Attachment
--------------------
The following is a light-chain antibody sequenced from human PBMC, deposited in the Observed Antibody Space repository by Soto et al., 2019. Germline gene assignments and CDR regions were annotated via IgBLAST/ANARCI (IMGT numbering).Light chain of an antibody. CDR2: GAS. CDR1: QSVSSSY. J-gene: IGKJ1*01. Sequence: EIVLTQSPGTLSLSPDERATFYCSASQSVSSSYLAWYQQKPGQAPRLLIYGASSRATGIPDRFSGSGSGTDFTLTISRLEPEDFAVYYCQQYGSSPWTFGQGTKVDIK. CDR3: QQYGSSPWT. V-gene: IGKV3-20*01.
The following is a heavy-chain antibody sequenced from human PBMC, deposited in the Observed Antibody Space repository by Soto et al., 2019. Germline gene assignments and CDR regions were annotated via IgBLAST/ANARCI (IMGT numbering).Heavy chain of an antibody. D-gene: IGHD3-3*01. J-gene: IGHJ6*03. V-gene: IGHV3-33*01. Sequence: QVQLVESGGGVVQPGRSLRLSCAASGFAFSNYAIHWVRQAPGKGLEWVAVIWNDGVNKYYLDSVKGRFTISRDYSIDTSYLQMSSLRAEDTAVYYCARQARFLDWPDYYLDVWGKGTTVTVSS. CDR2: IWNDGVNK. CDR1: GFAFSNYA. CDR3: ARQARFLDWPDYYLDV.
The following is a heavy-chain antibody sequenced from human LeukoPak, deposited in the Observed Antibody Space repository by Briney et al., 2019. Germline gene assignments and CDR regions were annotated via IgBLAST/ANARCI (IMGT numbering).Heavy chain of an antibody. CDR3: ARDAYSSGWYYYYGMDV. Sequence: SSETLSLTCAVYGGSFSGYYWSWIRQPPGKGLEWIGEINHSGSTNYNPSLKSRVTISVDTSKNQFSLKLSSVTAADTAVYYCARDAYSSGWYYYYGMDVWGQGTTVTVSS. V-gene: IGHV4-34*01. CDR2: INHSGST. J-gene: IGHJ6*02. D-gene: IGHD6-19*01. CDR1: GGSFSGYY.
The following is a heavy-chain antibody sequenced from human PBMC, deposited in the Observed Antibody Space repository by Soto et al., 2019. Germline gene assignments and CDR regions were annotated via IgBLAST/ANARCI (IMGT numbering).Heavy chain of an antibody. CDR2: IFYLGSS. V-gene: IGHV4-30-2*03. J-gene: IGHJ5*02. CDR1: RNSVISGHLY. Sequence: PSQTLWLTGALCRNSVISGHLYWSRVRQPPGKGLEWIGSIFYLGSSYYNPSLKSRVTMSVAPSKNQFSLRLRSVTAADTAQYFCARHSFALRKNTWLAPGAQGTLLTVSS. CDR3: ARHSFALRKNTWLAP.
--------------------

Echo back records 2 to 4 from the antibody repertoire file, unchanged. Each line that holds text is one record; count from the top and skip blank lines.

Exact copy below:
The following is a heavy-chain antibody sequenced from human PBMC, deposited in the Observed Antibody Space repository by Soto et al., 2019. Germline gene assignments and CDR regions were annotated via IgBLAST/ANARCI (IMGT numbering).Heavy chain of an antibody. D-gene: IGHD3-3*01. J-gene: IGHJ6*03. V-gene: IGHV3-33*01. Sequence: QVQLVESGGGVVQPGRSLRLSCAASGFAFSNYAIHWVRQAPGKGLEWVAVIWNDGVNKYYLDSVKGRFTISRDYSIDTSYLQMSSLRAEDTAVYYCARQARFLDWPDYYLDVWGKGTTVTVSS. CDR2: IWNDGVNK. CDR1: GFAFSNYA. CDR3: ARQARFLDWPDYYLDV.
The following is a heavy-chain antibody sequenced from human LeukoPak, deposited in the Observed Antibody Space repository by Briney et al., 2019. Germline gene assignments and CDR regions were annotated via IgBLAST/ANARCI (IMGT numbering).Heavy chain of an antibody. CDR3: ARDAYSSGWYYYYGMDV. Sequence: SSETLSLTCAVYGGSFSGYYWSWIRQPPGKGLEWIGEINHSGSTNYNPSLKSRVTISVDTSKNQFSLKLSSVTAADTAVYYCARDAYSSGWYYYYGMDVWGQGTTVTVSS. V-gene: IGHV4-34*01. CDR2: INHSGST. J-gene: IGHJ6*02. D-gene: IGHD6-19*01. CDR1: GGSFSGYY.
The following is a heavy-chain antibody sequenced from human PBMC, deposited in the Observed Antibody Space repository by Soto et al., 2019. Germline gene assignments and CDR regions were annotated via IgBLAST/ANARCI (IMGT numbering).Heavy chain of an antibody. CDR2: IFYLGSS. V-gene: IGHV4-30-2*03. J-gene: IGHJ5*02. CDR1: RNSVISGHLY. Sequence: PSQTLWLTGALCRNSVISGHLYWSRVRQPPGKGLEWIGSIFYLGSSYYNPSLKSRVTMSVAPSKNQFSLRLRSVTAADTAQYFCARHSFALRKNTWLAPGAQGTLLTVSS. CDR3: ARHSFALRKNTWLAP.